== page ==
"What did my father do to you?" Maedhros asked. His eyes narrowed, and he looked as angry as Fingon had ever seen him. He wondered what his face revealed to inspire such a response, and touched his cousin's hand in reassurance.
"When you look into the stone, Maedhros, what do you see?"
"He gave you the seeing stone?" Maedhros scowled. "How could he force you, underage…"
At that moment, Fingon felt far from underage. "I'm old enough to be your friend, aren't I? Tell me what you saw."
Maedhros let out a sigh and sat down next to his cousin. "I saw myself fighting."
Against your father? Fingon thought but did not say. "You mean, hitting someone? With your fists?"
"No, with a long metal stick, a sword…aren't you going to tell me what you saw?"
"Yes," …two bodies entwined …"Just not now."
They sat quietly, their feet dangling just above the shallow waves. Fingon picked up a flat stone and threw it with one long motion, watching as it skipped across the water. His cousin's mute presence made him feel stronger, and he began to relax muscles he had not known he had tensed. "What's a sword?" he asked after a time.
"It's something dark-Elves use in Beleriand, when they have enemies to fight against. Like a knife, made of metal, but longer, and sharp on both sides. Here, let me show you." Maedhros took two stones and knocked them together to form an edge. Then he picked up a branch from the forest, and used the stone to scrape away its sides until it was sharp-edged and pointed.
"What do you do with it?"
"Maedhros jumped to his feet, mock-sword in hand, and strode a short distance into the forest. Over the years he had become far more comfortable in his motions than he had been when he first came to Fingolfin's home, but here with a wooden sword in his hand he moved with a violent joy, as if with music in his limbs. He faced a tree as if it were an opponent, thrusting, turning, dancing around it. The light of Laurelin lit his copper hair, and his eyes were brighter than all the gemstones of Feanor. Fingon watched, amazed, his friend, always so quiet, now transformed. Or perhaps it is my eyes that have changed, and I only see what was always true.
"Would you make one for me?" he asked.
Maedhros bent to pick up another branch.
"No, a real one, from the forge. You've made one for yourself, haven't you?"
The sudden grace in Maedhros's limbs shifted back to his more usual hesitation. "Why?"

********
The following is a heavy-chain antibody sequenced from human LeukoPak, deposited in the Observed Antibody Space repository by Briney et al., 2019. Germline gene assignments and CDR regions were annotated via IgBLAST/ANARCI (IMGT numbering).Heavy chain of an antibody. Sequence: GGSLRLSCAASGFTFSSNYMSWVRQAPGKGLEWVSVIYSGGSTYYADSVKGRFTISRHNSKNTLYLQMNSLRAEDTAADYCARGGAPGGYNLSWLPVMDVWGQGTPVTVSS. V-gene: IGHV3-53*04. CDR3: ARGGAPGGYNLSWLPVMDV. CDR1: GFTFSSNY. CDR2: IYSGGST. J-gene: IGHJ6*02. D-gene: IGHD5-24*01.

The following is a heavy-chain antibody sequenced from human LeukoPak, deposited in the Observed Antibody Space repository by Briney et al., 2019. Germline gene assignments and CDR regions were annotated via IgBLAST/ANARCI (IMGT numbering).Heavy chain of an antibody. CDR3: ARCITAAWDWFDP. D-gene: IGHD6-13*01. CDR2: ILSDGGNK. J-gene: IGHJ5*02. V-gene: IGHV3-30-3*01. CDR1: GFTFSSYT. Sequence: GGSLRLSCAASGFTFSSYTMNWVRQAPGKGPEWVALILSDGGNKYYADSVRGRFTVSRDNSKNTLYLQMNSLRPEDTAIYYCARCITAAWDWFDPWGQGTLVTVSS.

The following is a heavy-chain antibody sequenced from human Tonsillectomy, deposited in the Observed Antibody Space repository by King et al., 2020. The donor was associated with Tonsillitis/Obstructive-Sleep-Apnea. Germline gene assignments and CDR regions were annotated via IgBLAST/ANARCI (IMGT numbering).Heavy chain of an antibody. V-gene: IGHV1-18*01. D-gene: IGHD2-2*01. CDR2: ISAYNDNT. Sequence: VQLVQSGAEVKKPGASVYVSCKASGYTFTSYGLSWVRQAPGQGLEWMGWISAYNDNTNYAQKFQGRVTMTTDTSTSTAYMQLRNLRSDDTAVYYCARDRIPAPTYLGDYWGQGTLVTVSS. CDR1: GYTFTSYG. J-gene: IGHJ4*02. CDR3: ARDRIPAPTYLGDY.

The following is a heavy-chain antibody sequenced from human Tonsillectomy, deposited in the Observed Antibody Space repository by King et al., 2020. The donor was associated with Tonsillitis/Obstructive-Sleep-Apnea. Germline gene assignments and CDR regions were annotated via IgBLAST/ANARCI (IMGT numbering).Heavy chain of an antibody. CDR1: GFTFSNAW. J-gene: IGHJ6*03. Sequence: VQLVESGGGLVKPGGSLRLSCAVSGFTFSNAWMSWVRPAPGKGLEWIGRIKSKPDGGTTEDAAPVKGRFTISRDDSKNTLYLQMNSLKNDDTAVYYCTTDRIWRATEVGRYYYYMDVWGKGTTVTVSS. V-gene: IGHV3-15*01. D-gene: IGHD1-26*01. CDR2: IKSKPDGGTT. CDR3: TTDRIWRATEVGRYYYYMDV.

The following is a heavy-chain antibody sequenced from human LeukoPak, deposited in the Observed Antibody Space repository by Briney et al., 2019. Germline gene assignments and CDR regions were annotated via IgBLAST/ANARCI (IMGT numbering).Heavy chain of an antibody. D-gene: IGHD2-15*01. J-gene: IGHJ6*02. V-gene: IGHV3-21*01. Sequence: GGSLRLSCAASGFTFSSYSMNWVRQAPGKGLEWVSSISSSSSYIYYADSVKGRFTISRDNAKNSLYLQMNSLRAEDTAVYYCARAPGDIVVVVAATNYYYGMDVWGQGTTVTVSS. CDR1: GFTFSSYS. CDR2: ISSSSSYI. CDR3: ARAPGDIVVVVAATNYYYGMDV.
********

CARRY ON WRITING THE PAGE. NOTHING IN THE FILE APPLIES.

Because it means something to you. "So I can practice with you." So I can dance your dance with you, and be with you in what makes you alive.
Maedhros dropped the wooden sword and climbed back on the rock to sit next to his friend. "It doesn't make sense, I know. There isn't anyone to fight in Valinor, and the Valar take care of everything we need. But in Beleriand our kinsmen the Sindar battle Orcs, and wolves, and other evil creatures. The decree of the powers called us here, and I will not go against it. But this does seem to be what I am made for."
"Beleriand," Fingon breathed. "That is what I saw. Beleriand." Green endless hills and dark places. Rivers. Mountains. Space. Freedom. He imagined himself at his cousin's side in the wild lands across the sea, and smiled at the thought.
Maedhros looked up with a sudden curiosity and hope. "Then I will forge you a sword."
They remained by the lake for a long time that day. When Fingon finally did return home, after the light of Laurelin had faded into the silver light of Telperion, he was quiet, and avoided conversation with his family. His mind was on distant lands, and swords, and all that he had seen that day in the stone of Feanor.
Arosanwe of the Vanyar doesn't belong to me either, although I am grateful to Altariel Artanis for finding me a Quenya name for him. If you are curious as to who he is and you don't recognize the quote (or the highly mangled trinitarian theology) you can find the answer in the notes to 'Across the Ice.'
Argon is Fingolfin's third son and fourth (and last) child according to HoME vol. 12.
Many thanks to Cirdan for betareading this chapter.